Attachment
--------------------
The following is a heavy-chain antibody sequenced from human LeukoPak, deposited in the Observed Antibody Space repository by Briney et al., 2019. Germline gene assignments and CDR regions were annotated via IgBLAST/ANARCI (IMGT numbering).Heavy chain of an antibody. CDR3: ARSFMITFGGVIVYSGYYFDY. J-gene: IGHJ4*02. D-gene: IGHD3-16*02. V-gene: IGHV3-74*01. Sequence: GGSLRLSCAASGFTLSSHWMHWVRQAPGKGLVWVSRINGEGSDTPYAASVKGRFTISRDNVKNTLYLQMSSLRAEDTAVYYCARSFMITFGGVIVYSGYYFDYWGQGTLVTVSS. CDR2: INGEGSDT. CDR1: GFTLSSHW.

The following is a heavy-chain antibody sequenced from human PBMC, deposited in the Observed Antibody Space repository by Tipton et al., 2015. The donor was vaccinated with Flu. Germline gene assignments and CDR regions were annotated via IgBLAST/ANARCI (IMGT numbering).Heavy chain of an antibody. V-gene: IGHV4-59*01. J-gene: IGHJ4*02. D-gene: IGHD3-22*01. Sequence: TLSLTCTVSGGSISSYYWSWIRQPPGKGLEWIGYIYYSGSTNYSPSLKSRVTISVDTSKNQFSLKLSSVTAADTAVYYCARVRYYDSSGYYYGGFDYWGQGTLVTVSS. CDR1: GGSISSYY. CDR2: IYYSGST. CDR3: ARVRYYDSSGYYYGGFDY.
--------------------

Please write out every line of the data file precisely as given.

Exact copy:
The following is a heavy-chain antibody sequenced from human LeukoPak, deposited in the Observed Antibody Space repository by Briney et al., 2019. Germline gene assignments and CDR regions were annotated via IgBLAST/ANARCI (IMGT numbering).Heavy chain of an antibody. CDR3: ARSFMITFGGVIVYSGYYFDY. J-gene: IGHJ4*02. D-gene: IGHD3-16*02. V-gene: IGHV3-74*01. Sequence: GGSLRLSCAASGFTLSSHWMHWVRQAPGKGLVWVSRINGEGSDTPYAASVKGRFTISRDNVKNTLYLQMSSLRAEDTAVYYCARSFMITFGGVIVYSGYYFDYWGQGTLVTVSS. CDR2: INGEGSDT. CDR1: GFTLSSHW.

The following is a heavy-chain antibody sequenced from human PBMC, deposited in the Observed Antibody Space repository by Tipton et al., 2015. The donor was vaccinated with Flu. Germline gene assignments and CDR regions were annotated via IgBLAST/ANARCI (IMGT numbering).Heavy chain of an antibody. V-gene: IGHV4-59*01. J-gene: IGHJ4*02. D-gene: IGHD3-22*01. Sequence: TLSLTCTVSGGSISSYYWSWIRQPPGKGLEWIGYIYYSGSTNYSPSLKSRVTISVDTSKNQFSLKLSSVTAADTAVYYCARVRYYDSSGYYYGGFDYWGQGTLVTVSS. CDR1: GGSISSYY. CDR2: IYYSGST. CDR3: ARVRYYDSSGYYYGGFDY.